Thankfully, a little more planning went in to the second day. Older and younger kids were divided up. We decided to use "animals" as a theme to direct activities around. The older kids learned words for a bunch of different animals in English and Maya and played charades with them. Maya is the traditional language in this area, but it's also a dying language. A lot of grandparents know it, but even most parents in this village didn't. The parents stress the importance of English to their kids, hoping that the knowledge of English will open more doors to more opportunities for them, but they neglect to emphasize the importance of Maya as well. With the death of this language, a death of an important cultural element would occur as well. So part of our task here was to teach some English, but also to try (in the short 5 days we would spend with the children) to instill an appreciation and value for Maya and the Mayan culture.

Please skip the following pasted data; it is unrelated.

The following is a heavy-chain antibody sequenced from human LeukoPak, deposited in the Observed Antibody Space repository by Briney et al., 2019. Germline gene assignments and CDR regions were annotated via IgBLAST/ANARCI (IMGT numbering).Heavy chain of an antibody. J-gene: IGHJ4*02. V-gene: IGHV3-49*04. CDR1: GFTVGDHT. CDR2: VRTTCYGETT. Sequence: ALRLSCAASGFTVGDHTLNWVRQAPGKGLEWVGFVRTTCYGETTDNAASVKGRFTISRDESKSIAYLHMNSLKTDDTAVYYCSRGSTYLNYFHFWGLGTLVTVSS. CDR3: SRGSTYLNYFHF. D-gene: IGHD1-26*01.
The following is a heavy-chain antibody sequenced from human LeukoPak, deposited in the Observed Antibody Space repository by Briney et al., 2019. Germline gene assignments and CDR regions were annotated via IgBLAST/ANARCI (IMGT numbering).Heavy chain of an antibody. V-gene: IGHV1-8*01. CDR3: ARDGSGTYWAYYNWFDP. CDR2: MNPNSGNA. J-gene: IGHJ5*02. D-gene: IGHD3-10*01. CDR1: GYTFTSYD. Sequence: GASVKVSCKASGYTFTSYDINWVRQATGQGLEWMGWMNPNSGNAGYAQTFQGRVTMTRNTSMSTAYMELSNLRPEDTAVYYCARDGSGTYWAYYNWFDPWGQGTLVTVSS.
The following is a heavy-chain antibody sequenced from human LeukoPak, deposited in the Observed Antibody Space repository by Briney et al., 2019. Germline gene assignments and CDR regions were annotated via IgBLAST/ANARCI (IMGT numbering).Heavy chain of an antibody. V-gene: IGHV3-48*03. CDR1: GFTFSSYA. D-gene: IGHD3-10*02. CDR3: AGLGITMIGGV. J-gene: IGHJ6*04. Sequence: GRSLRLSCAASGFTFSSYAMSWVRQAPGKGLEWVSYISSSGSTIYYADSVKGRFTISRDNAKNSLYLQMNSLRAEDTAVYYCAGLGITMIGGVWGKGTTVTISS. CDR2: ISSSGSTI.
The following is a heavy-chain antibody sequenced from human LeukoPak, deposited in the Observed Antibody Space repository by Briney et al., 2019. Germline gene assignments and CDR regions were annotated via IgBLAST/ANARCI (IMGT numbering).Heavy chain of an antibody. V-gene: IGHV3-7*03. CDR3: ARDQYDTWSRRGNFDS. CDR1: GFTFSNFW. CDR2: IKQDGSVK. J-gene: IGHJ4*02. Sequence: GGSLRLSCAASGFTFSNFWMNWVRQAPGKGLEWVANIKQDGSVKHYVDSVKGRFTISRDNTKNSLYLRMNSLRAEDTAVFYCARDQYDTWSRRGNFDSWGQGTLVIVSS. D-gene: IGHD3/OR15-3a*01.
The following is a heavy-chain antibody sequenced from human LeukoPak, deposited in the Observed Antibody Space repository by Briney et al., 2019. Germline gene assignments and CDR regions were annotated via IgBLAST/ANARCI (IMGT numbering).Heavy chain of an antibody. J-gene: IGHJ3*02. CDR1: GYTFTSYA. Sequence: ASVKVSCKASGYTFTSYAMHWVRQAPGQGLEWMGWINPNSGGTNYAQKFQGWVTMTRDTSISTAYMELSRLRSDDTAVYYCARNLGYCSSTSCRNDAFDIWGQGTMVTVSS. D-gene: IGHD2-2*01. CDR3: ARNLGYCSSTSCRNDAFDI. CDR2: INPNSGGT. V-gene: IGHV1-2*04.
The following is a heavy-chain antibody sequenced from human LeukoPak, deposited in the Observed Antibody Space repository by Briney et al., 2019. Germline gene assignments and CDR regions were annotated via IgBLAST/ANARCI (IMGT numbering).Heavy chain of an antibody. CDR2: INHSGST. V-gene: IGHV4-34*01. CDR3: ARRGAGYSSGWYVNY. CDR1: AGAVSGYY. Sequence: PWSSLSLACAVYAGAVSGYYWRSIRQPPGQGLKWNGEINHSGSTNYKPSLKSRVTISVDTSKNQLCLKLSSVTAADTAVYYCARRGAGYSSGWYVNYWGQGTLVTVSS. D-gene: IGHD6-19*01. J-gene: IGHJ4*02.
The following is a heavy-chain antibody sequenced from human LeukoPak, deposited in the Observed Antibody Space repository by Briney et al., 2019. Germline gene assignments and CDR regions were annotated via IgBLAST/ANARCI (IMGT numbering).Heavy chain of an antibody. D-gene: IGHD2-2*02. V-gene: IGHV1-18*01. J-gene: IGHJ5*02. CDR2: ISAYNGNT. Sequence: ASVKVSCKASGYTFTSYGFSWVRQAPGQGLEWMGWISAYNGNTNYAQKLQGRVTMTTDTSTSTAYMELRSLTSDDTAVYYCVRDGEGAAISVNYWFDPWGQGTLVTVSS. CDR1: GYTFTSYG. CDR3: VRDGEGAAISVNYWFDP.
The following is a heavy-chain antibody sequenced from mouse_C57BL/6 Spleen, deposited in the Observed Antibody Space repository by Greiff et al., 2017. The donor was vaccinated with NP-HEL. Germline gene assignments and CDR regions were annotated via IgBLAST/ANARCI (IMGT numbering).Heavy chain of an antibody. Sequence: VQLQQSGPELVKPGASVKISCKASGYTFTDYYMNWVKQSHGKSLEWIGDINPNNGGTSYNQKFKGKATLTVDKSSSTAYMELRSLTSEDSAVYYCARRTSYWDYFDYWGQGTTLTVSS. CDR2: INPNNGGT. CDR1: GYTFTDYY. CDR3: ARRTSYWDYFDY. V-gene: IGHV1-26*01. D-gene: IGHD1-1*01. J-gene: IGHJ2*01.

6/22 DAY 7

Saturday was probably the most fun for the kids. We had a photo scavenger hunt, or busqueda. We planned it out very thoughtfully the night before, dividing ourselves into five groups with the five strongest Spanish speakers and one or two others to lead each group. I have to say, the kids absolutely loved the cameras (and our phones, if we left them out), so we thought it would be perfect to let them use cameras for our activity.

My little group was very excited about the busqueda, and the children ended up wanting to find several of every item on the list. We had about ten pictures for each thing we needed. I've included a couple of the bunch here.

To the left is "una foto con un lugar donde te gusta jugar" (a photo with a place where you like to play, and below is "caras chistosas" (funny faces).

 6/23 DAY 8